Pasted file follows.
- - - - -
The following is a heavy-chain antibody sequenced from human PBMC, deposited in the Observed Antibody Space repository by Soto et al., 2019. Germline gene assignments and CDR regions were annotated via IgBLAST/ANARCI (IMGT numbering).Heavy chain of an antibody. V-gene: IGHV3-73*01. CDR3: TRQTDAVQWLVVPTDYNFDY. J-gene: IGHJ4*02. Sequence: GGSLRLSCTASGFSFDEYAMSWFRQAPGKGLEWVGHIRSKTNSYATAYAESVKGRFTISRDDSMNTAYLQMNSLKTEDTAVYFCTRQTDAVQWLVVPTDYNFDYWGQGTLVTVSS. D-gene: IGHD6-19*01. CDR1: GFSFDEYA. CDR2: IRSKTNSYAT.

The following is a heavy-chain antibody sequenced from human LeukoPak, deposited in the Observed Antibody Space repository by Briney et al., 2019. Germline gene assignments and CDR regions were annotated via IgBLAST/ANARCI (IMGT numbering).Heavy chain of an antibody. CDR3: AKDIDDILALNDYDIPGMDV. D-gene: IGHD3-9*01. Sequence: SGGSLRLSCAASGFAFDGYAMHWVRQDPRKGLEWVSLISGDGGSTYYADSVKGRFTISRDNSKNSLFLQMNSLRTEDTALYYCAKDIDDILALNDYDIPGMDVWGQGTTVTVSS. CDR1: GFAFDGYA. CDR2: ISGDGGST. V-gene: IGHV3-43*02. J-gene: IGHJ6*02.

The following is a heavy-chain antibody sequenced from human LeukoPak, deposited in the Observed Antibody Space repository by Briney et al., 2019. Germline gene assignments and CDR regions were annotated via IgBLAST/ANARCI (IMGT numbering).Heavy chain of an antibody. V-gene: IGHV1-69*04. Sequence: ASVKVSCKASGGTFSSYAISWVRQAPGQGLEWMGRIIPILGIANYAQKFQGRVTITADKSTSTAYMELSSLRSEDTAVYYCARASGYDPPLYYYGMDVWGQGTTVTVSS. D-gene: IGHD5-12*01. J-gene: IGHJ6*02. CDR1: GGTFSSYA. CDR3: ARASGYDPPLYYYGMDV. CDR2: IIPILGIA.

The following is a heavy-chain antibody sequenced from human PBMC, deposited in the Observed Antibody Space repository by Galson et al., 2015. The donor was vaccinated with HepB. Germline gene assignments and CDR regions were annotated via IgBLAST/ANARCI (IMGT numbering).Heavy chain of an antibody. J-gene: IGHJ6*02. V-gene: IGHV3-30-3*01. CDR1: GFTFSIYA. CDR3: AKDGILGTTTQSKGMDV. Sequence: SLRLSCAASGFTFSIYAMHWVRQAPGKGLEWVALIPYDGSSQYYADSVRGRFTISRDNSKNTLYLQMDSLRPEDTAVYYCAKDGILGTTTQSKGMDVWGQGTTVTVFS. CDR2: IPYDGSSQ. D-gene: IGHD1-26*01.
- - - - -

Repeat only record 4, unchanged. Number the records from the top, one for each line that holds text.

The following is a heavy-chain antibody sequenced from human PBMC, deposited in the Observed Antibody Space repository by Galson et al., 2015. The donor was vaccinated with HepB. Germline gene assignments and CDR regions were annotated via IgBLAST/ANARCI (IMGT numbering).Heavy chain of an antibody. J-gene: IGHJ6*02. V-gene: IGHV3-30-3*01. CDR1: GFTFSIYA. CDR3: AKDGILGTTTQSKGMDV. Sequence: SLRLSCAASGFTFSIYAMHWVRQAPGKGLEWVALIPYDGSSQYYADSVRGRFTISRDNSKNTLYLQMDSLRPEDTAVYYCAKDGILGTTTQSKGMDVWGQGTTVTVFS. CDR2: IPYDGSSQ. D-gene: IGHD1-26*01.